While it is easy to see the particular format that is presented in the above practice, it is often difficult to see similar or existing structures within Western religious practices, particularly since they have been abandoned wholesale by many in the West, both within and outside of esoteric circles. Again referring to the Orthodox Church, within the Byzantine Liturgy, we see a specific structure develop over the centuries. While there is not a direct correspondence between these actions and the above practices, that is, one is aimed at salvation, wherein the other is directed towards enlightenment, key elements are present in both. For in fact, there is an aspect of Tibetan Buddhism that has an element of salvation in it, if you will, wherein the practitioner aims to reincarnate not in the physical world, but in the realm of Dewachen [meaning blissful, where all the enlightened being reside], the Buddhafield of Amitaba, where they may continue their practices and achieve enlightenment. This would be on par with the notion of the Heavenly Jerusalem.

Elsewhere we also find similarities, and often again, the only difference being one system is aimed at experiencing salvation from sin and error at the hands of a merciful god, wherein the other is seeking enlightenment, or inner knowledge that removes the causes and conditions that give rise to sin and suffering. In his work, Let Us Attend – A Journey Through the Ortjodox Divine Liturgy, Father Lawrence Farley states,

“There are only a few times in the Divine Liturgy when the deacon exhorts the faithful to ‘stand upright’ – …If any in the congregation are sitting, slouching, or leaning, they are exhorted to straighten up and stand erect. Our entrance into the presence of Christ is about to culminate, and we me stand straight to greet our King.

Some might think that our posture does not matter, and that as long as a person pay attention in the heart, the bodily position is irrelevant. If we were angels, that might be so. Presumably the holy bodiless powers (as they are called) do not have to worry about physical posture, but man is not bodiless. It is not so much that case that we have bodies; rather, we are bodies [italic original].  Since we are a compound of spirit and matte, what our bodies do also affects our spirits. That is why the church bids us to make prostrations during Great Lent, for the humbling of the body helps humble the spirit. In the same way, standing up straight and tall helps us attend to the presence of Christ in our midst…we heighten our attitude of expectancy as we enter the presence of God.”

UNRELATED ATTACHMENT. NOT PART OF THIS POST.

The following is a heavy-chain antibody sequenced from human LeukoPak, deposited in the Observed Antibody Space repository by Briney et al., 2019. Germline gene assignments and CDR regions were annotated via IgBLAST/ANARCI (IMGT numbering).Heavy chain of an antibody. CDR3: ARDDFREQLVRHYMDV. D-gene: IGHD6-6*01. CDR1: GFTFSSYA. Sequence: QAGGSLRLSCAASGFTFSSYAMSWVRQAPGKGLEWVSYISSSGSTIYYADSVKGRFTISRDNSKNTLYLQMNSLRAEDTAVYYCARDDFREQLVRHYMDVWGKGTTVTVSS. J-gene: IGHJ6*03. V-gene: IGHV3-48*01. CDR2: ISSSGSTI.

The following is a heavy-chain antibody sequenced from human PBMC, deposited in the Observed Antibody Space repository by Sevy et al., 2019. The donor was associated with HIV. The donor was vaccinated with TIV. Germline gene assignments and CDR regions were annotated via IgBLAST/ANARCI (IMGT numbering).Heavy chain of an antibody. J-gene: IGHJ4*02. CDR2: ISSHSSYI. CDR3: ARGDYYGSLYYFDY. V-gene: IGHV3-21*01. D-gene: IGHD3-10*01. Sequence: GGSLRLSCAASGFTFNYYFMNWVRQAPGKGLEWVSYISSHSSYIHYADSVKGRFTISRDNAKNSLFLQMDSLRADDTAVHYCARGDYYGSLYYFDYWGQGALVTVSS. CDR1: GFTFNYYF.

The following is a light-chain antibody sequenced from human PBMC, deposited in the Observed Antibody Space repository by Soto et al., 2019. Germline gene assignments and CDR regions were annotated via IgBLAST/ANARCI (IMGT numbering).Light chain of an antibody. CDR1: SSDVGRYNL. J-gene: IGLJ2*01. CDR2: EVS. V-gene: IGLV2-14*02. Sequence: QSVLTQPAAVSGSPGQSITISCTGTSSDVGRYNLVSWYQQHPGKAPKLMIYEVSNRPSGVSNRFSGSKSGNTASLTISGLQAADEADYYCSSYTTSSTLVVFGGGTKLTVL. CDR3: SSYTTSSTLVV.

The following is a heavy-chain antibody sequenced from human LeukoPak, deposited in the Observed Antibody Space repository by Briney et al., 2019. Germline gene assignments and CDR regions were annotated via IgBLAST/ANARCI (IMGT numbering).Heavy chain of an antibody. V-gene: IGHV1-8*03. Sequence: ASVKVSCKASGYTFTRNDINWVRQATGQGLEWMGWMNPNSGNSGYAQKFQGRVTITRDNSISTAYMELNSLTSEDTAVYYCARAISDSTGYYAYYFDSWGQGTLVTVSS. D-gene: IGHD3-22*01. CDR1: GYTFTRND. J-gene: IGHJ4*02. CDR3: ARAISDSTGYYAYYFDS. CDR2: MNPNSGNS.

One need only take a cursory look at any book on meditation or yoga to see nearly the exact language and concepts being expressed. Further on he states the importance of prayers, not only for ourself, but for the world, and not just alone, but as the first act of collective worship to take place within the liturgy. The Church prays for the world, for that is what its first and foremost function is – redemption of the Fallen, those in sin and error. This is the same concept as bodhichitta expressed in different language – wherein we pray for and act in ways that help others rise above the error and suffering experienced in duality (cyclic existence) and find the peace of nirvana – enlightenment, underlying unity. Christ and Nirvana are the same – Christ is One, Nirvana is One, in them there is no separation, no duality, and in the Heavenly Western Realm of Dewachen, or in the Heavenly Jerusalem, we can experience that oneness and further develop it within our own consciousness wherein we transcend the concepts of Samasara and Nirvana, or Life and Death. In the esoteric Christian tradition this can be seen in the Book of Revelations wherein the Heavenly and Earthly Jerusalem are one.

For this to happen however, we must be diligent in our Work. We must recognize the importance of daily practice, of expanding the heart, praying for and finally for others, as well as ourselves, and being generous RIGHT NOW, while we can. While we are strong and healthy enough to do so, and not to put off until tomorrow what we can do this very day. In this, we help others, we help ourselves, and we become as it were, like the ancient Classical heroes, conquerors of life and death – both for ourselves, and others.



One comment

  1. Food for thought. I need some time to process this article. Thank you for writing it down!